Two separate things When we worked on our extensive project on Brand Purpose (1), we reached the conclusion that there is often a large amount of...
We’ve talked and heard lots about brand social responsibility – let’s take it a step further.
Recently the concept of Creating Shared Value (CSV) as formulated by Michael Porter at the Harvard Business School, has been picked up by several companies such as Nestlé and Kirin.
CSV now represents the next horizon for leading companies to aim for.
We’ve moved on from philanthropy being a distinctive element within very few businesses to many companies broadly adopting the corporate social responsibility mantra.
Creating Shared Value involves, and should be at the centre of, all aspects of a business. This includes everyone from suppliers to employees and shareholders, as well as customers and consumers.
This sounds quite compelling and intuitive. However there are three questions we brands need to ask to really grasp what is at stake:
- Can you really change your tone?
The risk we see is that CSV = CSR 2.0. Companies may modify their tone to talk more about Shared Value than Social Responsibility but still focus primarily on the investor community with their messages e.g. “invest in my company because we are doing the right things to succeed in the future”
- Can shared value become a living organism within your brand?
Consumers buy brands. What is still lacking, or underestimated, is that consumers reach out on the shelf and buy brands, not corporations. Hellmann’s and not Unilever for example.Just as Social Responsibility needs to be a living organism within all brands so do Shared Values. It’s likely that consumers are even more open to trusting brands than corporations as they may be perceived to be more innocent.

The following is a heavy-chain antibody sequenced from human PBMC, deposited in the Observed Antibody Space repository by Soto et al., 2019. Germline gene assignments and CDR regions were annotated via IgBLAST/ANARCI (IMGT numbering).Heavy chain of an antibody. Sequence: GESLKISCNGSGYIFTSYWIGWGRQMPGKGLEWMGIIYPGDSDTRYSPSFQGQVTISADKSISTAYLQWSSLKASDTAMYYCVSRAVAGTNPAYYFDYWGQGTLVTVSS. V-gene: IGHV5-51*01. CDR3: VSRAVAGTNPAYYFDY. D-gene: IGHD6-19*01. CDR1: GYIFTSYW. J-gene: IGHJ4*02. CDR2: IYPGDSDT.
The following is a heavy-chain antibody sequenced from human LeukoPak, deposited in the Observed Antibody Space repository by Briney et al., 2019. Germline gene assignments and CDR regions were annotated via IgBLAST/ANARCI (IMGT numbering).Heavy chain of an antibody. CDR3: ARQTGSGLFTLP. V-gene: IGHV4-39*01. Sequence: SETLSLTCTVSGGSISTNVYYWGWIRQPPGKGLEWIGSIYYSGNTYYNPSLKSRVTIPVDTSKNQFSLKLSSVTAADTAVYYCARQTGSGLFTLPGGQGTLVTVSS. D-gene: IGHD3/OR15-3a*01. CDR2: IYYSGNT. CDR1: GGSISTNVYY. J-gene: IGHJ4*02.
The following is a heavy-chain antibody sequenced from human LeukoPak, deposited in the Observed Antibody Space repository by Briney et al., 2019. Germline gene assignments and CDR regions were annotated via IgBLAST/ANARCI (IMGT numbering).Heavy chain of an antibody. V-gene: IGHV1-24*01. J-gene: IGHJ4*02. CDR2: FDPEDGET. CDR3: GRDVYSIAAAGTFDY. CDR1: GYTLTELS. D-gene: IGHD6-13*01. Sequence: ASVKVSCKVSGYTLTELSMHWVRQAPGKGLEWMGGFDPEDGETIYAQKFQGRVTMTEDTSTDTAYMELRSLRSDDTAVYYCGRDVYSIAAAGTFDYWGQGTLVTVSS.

- Do you need a corporate purpose too?
Just to complicate things further, another piece of the puzzle that shouldn’t be forgotten is Purpose. It’s companies and business, more than brands, that need to have a purpose which goes beyond making profits. So, should brands just focus more on shared values than purposes?
You may also be interested in reading How to show consumers you take your responsibilities seriously, Why CSR is no longer enough and Why BSR is often seen as an act of compliance rather than a real driver for top line growth.
Making brand social activities authentic. Why social responsibility and purpose have to be defined correctly, avoiding overlaps.
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